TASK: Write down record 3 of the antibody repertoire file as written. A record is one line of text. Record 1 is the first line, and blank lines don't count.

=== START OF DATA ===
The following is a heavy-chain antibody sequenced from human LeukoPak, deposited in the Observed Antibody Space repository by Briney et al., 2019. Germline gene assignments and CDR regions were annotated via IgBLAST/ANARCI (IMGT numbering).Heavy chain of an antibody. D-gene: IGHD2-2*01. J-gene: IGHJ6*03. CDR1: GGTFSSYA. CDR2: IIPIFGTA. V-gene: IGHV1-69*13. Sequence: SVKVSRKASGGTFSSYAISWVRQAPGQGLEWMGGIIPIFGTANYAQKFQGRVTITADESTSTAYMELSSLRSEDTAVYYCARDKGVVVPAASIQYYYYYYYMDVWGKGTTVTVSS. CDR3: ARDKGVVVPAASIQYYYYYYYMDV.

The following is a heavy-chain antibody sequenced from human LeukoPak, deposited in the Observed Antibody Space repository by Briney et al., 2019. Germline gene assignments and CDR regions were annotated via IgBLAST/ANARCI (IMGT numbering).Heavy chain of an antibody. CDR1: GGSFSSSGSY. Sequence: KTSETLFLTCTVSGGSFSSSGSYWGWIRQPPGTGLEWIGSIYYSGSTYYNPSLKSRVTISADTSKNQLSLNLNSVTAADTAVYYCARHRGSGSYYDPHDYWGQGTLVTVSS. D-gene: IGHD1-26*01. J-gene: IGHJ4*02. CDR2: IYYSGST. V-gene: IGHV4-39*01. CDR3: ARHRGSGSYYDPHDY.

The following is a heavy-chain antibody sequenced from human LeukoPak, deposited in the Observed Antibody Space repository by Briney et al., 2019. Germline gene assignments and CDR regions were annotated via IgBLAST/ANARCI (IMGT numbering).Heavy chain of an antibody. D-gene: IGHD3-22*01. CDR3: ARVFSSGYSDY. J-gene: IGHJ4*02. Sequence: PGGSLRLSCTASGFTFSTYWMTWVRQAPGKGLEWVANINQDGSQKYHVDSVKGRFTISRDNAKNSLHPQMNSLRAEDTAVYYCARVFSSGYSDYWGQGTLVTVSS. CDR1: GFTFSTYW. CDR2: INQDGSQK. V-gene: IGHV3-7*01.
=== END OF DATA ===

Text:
The following is a heavy-chain antibody sequenced from human LeukoPak, deposited in the Observed Antibody Space repository by Briney et al., 2019. Germline gene assignments and CDR regions were annotated via IgBLAST/ANARCI (IMGT numbering).Heavy chain of an antibody. D-gene: IGHD3-22*01. CDR3: ARVFSSGYSDY. J-gene: IGHJ4*02. Sequence: PGGSLRLSCTASGFTFSTYWMTWVRQAPGKGLEWVANINQDGSQKYHVDSVKGRFTISRDNAKNSLHPQMNSLRAEDTAVYYCARVFSSGYSDYWGQGTLVTVSS. CDR1: GFTFSTYW. CDR2: INQDGSQK. V-gene: IGHV3-7*01.